Make a book - it's easy!

Have an idea? Make a book - it's easy! That's what they say. I'm going to walk you through the process (my personal process) of how a book is made. If you're thinking of going the Indie route for writing books, or if you're just curious as to what goes into writing them - carry on, and get some answers. Just remember, everyone has their own way of doing things. Some of the things I do in this step-by-step process are skipped by other people. Those steps that are skipped are generally things they will have to pay more out-of-pocket costs for (formatting, cover and internal art design) because they hire other people to do them.

Step one - an idea.

This may seem obvious, but sometimes books are born at the oddest moments - like while I'm driving and daydreaming or in the shower. Then I have to try to remember the idea before it poofs away. Yes, even the best ideas poof away - though they usually come back to me, eventually. It could be a sight, sound, or smell that triggers a simple what-if scenario in my mind. Then my brain is off and running and before I know it there's a story to be told. Once in a while when I'm doing image searches for book covers and ads I will find a person (or thing) that intrigues me and a story forms around it/them. Other times, I write a secondary character in another book who decides to tell me their story, and they will not shut up until I write it down.

What does this step cost? Time. Just time. Remember though, time is precious especially when you have kids, a day job, a pet, and need to remember to take care of yourself somewhere in there as well. ;)

Step two - write it down.

I take a moment (if I can) when an idea hits and I write everything down that comes to mind. Usually, looking back, it looks like a jumbled mass of crap. ;) I then take that crap and form it into a little synopsis - a shortened Cliff's Notes version of the book it will become. Sometimes I pause and work on the book cover here. Other times that comes first or last. Honestly, book covers will get placed in this step-by-step process at a certain juncture, but in reality they sometimes happen at any point during the process.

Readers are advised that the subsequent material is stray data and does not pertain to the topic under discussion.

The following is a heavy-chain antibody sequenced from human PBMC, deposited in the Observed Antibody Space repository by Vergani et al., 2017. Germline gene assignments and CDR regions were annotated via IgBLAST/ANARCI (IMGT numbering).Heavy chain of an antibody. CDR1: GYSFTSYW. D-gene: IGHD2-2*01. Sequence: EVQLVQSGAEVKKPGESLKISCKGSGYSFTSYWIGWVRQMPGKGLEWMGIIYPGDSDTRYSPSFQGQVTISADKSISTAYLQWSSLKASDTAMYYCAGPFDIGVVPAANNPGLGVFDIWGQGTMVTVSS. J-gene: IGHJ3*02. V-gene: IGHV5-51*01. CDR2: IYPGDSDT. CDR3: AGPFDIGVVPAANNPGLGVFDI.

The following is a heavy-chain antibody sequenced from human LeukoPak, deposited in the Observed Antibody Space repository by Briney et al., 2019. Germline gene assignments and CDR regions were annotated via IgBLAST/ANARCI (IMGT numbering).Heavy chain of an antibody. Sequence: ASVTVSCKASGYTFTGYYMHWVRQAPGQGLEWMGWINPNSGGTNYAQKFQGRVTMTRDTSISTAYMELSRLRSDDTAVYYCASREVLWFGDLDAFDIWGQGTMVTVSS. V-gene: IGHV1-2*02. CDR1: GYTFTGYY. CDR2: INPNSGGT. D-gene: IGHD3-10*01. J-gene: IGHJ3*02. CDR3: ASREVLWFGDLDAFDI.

What does this step cost? Time, and usually very little of it.

Step three - Outline.

Not every author outlines a book. I have written books with zero outline, just flying by the seat of my pants the entire time. When I do it this way, it usually takes me a LOT longer to write a book, because I lose track of where I have been and where I'm supposed to go. Writer's block happens using this method, because at some point I will panic and go, "What's next? Oh my God, I don't know what's next!" The moment that happens I know I can just toss the manuscript aside and wait. Writer's block sucks!

To combat that - I outline. My outlines can range from just naming the chapters (the names usually tell me what will happen in the chapter) or have a couple lines beneath each chapter head. When I'm really into certain things that will be happening I sometimes end up with pages of dialogue in my outline/notes too. Occasionally, I will realize that I need a backstory on certain things/people and I will add those in too. If I used a hand written outline (which I do most of the time) then I will type the outline into the word document as I set it up. Most of my books have images with chapter heads, I set all that in place in the word file then add the outline information.

What does this step cost? Again, the cost is your time.

This is a portion of my original written outline for A Love So Hard (Aces High MC - Charleston Book 2)

Step Four - Document setup

This helps me to not have as much to do on the backend when the writing is complete. I start with a Microsoft Word file template for the size book I plan on publishing. It already has all of my formatting in it. I'm lazy where I can be - why re-do that same stuff each time? There are other time consuming pieces to this book making puzzle, so save where you can.

You can see in the image how the headers, chapter heads, POV images, and the paragraph formatting are all set, then I add in my outlines. As I write each chapter I will delete the outline information, and adjust the rest of my outline for any changes where I may have deviated from what I originally planned. It happens. The great thing about outlines is that they are guidelines for you. They don't have to be steadfast rules for your writing.

What does this step cost? Time & Investment. I save time by using a template I snagged early on. This process is also involved in step six though with the internal art (Chapter heads/POV change images/ story break images). Investment for this is the money spent on MS Word program. $120 per year.

This is an example of the how MS Word doc gets set up before the writing starts, complete with outline. This is page from Revived (Valhalla Rising Book 1). You can see it also rolls into the next step with internal art.

Step Six - Book Cover and internal art

I do this step myself nine out of ten times. I find images I like and sometimes lose hours to scrolling through looking for the best ones. Then I work in Photoshop and Lightroom to turn my idea into a functioning book cover. I have to make both paperback and ebook covers. For the audiobooks - another cover is made.

What does this step cost? Time, Investment, and cost of fonts and images.

Investment for programs = $120 per year.

Cost for images = (depends on images) Some images I only spend a few dollars on others several hundred dollars. Total for images for this year will be somewhere in the ballpark of several thousand dollars due to the type of licensing I purchase for them, and the quantity.